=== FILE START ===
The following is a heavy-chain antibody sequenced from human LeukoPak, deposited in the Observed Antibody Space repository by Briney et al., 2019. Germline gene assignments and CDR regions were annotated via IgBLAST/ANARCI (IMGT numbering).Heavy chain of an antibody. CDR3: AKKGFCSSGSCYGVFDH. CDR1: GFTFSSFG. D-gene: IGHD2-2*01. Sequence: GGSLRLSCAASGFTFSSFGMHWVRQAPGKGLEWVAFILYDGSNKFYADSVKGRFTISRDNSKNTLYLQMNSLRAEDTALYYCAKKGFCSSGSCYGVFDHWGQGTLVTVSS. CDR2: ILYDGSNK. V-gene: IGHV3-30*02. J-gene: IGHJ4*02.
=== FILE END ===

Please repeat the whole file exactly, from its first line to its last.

The following is a heavy-chain antibody sequenced from human LeukoPak, deposited in the Observed Antibody Space repository by Briney et al., 2019. Germline gene assignments and CDR regions were annotated via IgBLAST/ANARCI (IMGT numbering).Heavy chain of an antibody. CDR3: AKKGFCSSGSCYGVFDH. CDR1: GFTFSSFG. D-gene: IGHD2-2*01. Sequence: GGSLRLSCAASGFTFSSFGMHWVRQAPGKGLEWVAFILYDGSNKFYADSVKGRFTISRDNSKNTLYLQMNSLRAEDTALYYCAKKGFCSSGSCYGVFDHWGQGTLVTVSS. CDR2: ILYDGSNK. V-gene: IGHV3-30*02. J-gene: IGHJ4*02.